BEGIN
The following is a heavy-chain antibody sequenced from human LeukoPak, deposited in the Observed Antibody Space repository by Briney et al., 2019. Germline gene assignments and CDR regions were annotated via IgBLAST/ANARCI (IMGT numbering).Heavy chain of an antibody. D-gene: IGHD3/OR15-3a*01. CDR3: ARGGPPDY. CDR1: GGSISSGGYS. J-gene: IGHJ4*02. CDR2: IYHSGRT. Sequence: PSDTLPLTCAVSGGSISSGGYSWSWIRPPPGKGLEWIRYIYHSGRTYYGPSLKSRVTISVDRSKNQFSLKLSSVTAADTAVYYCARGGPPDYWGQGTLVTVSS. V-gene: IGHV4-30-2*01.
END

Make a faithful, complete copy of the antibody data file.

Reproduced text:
The following is a heavy-chain antibody sequenced from human LeukoPak, deposited in the Observed Antibody Space repository by Briney et al., 2019. Germline gene assignments and CDR regions were annotated via IgBLAST/ANARCI (IMGT numbering).Heavy chain of an antibody. D-gene: IGHD3/OR15-3a*01. CDR3: ARGGPPDY. CDR1: GGSISSGGYS. J-gene: IGHJ4*02. CDR2: IYHSGRT. Sequence: PSDTLPLTCAVSGGSISSGGYSWSWIRPPPGKGLEWIRYIYHSGRTYYGPSLKSRVTISVDRSKNQFSLKLSSVTAADTAVYYCARGGPPDYWGQGTLVTVSS. V-gene: IGHV4-30-2*01.